Many Barcelona locals complain that tourists have taken over their city, and officials are trying to curb the flow of visitors by regulating accommodations. Anybody who has experienced the full-contact sport of Las Ramblas on a summer day will understand.
It’s a different scene a few months earlier. Barcelona has a milder climate than inland Madrid — the average daytime temperature in March climbs into the low 60s — the better to enjoy events like the Sant Medir festival (March 3), when horse-drawn carts gather in the Vila de Gràcia neighborhood, then head out in a procession, giving out sweets to bystanders. Indoor options abound as well, with a bevy of first-rate museums where the building itself is often worth the trip, such as the Joan Miró Foundation (fmirobcn.org).
Another good option for March visitors is the Barcelona Beer Festival (March 15-17, barcelonabeerfestival.com), where you can try out local brews and sample tapas. Those who crave something heartier than those small dishes should try the Catalan stew “escudella i carn d'olla” — though it is definitely not for vegetarians, or even omnivores with a delicate appetite.
Amsterdam is the kind of city where you actually wish for a cold snap: The canals freeze over and the hearty Dutch pull out their ice skates.
The city offers plenty to do with those who prefer indoor activities. It’s much easier to arrange a visit to the Anne Frank House (annefrank.org) in winter, for instance (timed tickets must be purchased in advance online). The Rijksmuseum is going all out to mark the 350th anniversary of Rembrandt’s death, presenting its collection’s 22 paintings, 60 drawings and more than 300 prints in “All the Rembrandts” (through June 10, rijksmuseum.nl).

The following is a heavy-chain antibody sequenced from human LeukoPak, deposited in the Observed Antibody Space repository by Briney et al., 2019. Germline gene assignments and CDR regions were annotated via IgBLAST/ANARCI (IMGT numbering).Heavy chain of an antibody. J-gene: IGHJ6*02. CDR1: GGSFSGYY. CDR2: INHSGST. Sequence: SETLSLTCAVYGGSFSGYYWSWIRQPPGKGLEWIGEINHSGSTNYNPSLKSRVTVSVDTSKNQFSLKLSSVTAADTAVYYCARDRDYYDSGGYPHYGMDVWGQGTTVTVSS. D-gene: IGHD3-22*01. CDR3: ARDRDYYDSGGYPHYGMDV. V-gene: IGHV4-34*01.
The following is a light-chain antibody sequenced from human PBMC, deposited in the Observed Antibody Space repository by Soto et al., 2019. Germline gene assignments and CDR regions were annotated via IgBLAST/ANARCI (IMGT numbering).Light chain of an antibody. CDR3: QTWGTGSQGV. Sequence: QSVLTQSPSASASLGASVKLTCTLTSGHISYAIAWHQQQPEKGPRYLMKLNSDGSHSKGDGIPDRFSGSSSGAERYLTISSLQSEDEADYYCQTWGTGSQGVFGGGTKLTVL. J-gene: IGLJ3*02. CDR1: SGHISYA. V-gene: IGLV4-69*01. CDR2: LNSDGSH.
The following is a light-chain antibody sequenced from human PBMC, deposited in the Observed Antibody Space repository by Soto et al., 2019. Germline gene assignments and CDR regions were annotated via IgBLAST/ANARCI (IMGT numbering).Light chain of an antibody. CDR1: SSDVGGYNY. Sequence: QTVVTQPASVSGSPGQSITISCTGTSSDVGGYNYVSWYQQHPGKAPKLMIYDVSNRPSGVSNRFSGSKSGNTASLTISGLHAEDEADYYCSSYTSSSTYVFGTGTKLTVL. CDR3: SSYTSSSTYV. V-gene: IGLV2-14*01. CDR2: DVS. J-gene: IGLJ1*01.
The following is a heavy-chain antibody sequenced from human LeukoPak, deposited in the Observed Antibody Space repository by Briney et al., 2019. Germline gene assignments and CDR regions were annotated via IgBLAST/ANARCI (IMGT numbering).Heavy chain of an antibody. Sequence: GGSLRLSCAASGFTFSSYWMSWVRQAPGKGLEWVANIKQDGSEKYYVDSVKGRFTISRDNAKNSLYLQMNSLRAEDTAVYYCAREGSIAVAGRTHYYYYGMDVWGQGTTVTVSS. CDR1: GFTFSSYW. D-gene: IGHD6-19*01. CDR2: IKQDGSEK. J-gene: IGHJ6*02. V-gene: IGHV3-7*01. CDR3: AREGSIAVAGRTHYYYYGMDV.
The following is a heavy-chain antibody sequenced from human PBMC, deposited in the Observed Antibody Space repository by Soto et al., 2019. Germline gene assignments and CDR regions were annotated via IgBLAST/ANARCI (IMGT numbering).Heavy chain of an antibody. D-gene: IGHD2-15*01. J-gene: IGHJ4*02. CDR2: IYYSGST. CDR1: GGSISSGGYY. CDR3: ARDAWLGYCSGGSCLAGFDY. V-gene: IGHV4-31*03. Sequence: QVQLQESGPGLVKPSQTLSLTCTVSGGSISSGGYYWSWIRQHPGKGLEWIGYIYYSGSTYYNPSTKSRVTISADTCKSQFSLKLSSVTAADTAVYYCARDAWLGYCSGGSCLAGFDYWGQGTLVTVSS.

If you happen to travel to the Netherlands nearer the beginning of spring, you can visit the famed Keukenhof Gardens (keukenhof.nl), which open March 21 to display 800 varieties of tulips. (A bus ride from the airport takes about 30 minutes.)
In any case, a visit to Amsterdam must include an order of piping-hot “poffertjes” (tiny, puffy pancakes), as well as the thin caramel waffles known as “stroopwafels.” If you only know the packaged version found at Starbucks, freshly made stroopwafels will be a revelation.